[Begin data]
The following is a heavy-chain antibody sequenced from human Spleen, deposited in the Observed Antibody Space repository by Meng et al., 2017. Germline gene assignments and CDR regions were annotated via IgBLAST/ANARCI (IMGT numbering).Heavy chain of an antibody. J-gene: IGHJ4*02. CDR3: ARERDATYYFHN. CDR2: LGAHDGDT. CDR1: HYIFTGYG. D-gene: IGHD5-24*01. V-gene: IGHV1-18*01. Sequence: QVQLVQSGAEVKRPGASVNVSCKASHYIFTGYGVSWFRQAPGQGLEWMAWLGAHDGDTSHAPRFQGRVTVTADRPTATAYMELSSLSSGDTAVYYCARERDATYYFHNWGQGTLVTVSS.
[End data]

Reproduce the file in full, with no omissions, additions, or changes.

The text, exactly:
The following is a heavy-chain antibody sequenced from human Spleen, deposited in the Observed Antibody Space repository by Meng et al., 2017. Germline gene assignments and CDR regions were annotated via IgBLAST/ANARCI (IMGT numbering).Heavy chain of an antibody. J-gene: IGHJ4*02. CDR3: ARERDATYYFHN. CDR2: LGAHDGDT. CDR1: HYIFTGYG. D-gene: IGHD5-24*01. V-gene: IGHV1-18*01. Sequence: QVQLVQSGAEVKRPGASVNVSCKASHYIFTGYGVSWFRQAPGQGLEWMAWLGAHDGDTSHAPRFQGRVTVTADRPTATAYMELSSLSSGDTAVYYCARERDATYYFHNWGQGTLVTVSS.